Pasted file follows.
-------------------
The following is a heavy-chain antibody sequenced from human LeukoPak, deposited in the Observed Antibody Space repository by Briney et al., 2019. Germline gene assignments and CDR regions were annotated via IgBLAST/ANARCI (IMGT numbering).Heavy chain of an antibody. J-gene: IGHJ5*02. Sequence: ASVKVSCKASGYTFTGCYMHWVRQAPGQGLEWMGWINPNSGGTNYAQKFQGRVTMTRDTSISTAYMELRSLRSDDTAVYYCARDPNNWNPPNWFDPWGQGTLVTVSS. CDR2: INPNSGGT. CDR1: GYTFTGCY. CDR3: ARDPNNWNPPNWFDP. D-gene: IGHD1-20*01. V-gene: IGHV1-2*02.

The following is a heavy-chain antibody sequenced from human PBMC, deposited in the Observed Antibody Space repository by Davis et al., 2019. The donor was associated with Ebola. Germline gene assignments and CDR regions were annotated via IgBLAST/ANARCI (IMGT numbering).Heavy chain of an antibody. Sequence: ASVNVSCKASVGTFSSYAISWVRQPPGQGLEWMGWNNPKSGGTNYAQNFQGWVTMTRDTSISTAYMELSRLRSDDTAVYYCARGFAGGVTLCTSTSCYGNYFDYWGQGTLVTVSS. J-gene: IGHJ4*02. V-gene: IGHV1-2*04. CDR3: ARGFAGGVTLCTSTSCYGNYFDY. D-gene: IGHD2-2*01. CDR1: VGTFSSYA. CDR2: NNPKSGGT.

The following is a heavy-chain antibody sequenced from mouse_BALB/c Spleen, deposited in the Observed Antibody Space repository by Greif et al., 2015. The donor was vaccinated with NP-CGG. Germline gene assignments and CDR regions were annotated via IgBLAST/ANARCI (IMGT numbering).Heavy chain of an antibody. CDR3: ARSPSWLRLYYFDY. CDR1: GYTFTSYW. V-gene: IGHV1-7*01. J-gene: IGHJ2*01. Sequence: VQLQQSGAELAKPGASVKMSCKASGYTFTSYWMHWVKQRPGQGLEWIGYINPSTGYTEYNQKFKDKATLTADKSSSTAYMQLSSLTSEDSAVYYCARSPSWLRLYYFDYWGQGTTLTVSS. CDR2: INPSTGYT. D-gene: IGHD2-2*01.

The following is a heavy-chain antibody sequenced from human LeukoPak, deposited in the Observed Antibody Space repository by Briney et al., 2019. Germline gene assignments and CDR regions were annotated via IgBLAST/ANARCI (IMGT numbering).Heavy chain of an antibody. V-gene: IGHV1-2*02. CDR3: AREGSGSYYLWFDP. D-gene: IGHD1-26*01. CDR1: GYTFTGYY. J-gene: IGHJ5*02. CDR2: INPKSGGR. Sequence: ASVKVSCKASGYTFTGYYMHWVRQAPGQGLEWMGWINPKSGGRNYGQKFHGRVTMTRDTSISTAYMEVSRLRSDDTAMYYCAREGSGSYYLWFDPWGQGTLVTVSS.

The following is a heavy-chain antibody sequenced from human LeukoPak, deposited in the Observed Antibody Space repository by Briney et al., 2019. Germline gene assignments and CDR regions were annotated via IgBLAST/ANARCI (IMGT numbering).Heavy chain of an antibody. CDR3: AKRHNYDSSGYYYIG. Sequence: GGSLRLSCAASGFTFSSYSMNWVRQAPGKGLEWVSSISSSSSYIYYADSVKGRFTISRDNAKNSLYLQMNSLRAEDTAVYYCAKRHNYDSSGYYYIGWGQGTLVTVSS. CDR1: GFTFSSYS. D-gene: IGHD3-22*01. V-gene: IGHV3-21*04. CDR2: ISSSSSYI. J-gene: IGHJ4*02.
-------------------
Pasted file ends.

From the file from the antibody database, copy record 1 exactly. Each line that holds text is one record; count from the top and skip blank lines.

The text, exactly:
The following is a heavy-chain antibody sequenced from human LeukoPak, deposited in the Observed Antibody Space repository by Briney et al., 2019. Germline gene assignments and CDR regions were annotated via IgBLAST/ANARCI (IMGT numbering).Heavy chain of an antibody. J-gene: IGHJ5*02. Sequence: ASVKVSCKASGYTFTGCYMHWVRQAPGQGLEWMGWINPNSGGTNYAQKFQGRVTMTRDTSISTAYMELRSLRSDDTAVYYCARDPNNWNPPNWFDPWGQGTLVTVSS. CDR2: INPNSGGT. CDR1: GYTFTGCY. CDR3: ARDPNNWNPPNWFDP. D-gene: IGHD1-20*01. V-gene: IGHV1-2*02.